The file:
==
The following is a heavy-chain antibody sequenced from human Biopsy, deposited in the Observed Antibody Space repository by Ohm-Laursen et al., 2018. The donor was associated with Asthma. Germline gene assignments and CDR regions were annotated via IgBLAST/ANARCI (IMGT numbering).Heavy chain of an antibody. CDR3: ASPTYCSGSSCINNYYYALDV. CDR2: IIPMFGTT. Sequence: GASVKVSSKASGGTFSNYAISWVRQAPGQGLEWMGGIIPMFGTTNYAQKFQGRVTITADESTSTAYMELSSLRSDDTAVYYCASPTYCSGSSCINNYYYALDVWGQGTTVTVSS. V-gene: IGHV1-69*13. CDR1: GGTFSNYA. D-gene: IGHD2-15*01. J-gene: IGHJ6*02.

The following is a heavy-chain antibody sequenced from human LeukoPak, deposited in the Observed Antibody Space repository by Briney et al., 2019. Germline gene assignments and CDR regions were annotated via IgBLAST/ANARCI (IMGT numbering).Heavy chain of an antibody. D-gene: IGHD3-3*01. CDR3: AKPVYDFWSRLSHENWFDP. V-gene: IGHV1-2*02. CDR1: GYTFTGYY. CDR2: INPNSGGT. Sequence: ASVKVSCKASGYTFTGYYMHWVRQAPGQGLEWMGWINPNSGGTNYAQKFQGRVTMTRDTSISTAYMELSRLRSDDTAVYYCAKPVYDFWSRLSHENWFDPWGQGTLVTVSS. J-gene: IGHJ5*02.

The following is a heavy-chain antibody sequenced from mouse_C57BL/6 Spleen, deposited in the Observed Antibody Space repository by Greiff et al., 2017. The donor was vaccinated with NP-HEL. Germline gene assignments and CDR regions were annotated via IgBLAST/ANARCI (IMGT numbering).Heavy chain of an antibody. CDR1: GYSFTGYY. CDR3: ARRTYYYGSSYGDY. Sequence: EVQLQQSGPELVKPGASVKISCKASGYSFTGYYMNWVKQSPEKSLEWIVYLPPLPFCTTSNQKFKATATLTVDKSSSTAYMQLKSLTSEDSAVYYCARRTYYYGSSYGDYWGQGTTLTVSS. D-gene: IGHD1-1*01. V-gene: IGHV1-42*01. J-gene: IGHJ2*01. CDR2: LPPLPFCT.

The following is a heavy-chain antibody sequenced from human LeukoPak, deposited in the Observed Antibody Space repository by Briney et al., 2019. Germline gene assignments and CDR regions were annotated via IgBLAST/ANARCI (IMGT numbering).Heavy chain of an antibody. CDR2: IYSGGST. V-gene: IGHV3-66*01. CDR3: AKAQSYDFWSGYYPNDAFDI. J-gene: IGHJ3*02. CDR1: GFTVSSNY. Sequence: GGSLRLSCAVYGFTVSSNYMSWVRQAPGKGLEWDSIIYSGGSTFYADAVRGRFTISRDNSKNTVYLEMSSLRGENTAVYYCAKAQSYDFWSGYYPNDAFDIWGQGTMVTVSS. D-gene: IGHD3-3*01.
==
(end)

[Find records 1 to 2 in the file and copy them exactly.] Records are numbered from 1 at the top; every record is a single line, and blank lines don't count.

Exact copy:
The following is a heavy-chain antibody sequenced from human Biopsy, deposited in the Observed Antibody Space repository by Ohm-Laursen et al., 2018. The donor was associated with Asthma. Germline gene assignments and CDR regions were annotated via IgBLAST/ANARCI (IMGT numbering).Heavy chain of an antibody. CDR3: ASPTYCSGSSCINNYYYALDV. CDR2: IIPMFGTT. Sequence: GASVKVSSKASGGTFSNYAISWVRQAPGQGLEWMGGIIPMFGTTNYAQKFQGRVTITADESTSTAYMELSSLRSDDTAVYYCASPTYCSGSSCINNYYYALDVWGQGTTVTVSS. V-gene: IGHV1-69*13. CDR1: GGTFSNYA. D-gene: IGHD2-15*01. J-gene: IGHJ6*02.

The following is a heavy-chain antibody sequenced from human LeukoPak, deposited in the Observed Antibody Space repository by Briney et al., 2019. Germline gene assignments and CDR regions were annotated via IgBLAST/ANARCI (IMGT numbering).Heavy chain of an antibody. D-gene: IGHD3-3*01. CDR3: AKPVYDFWSRLSHENWFDP. V-gene: IGHV1-2*02. CDR1: GYTFTGYY. CDR2: INPNSGGT. Sequence: ASVKVSCKASGYTFTGYYMHWVRQAPGQGLEWMGWINPNSGGTNYAQKFQGRVTMTRDTSISTAYMELSRLRSDDTAVYYCAKPVYDFWSRLSHENWFDPWGQGTLVTVSS. J-gene: IGHJ5*02.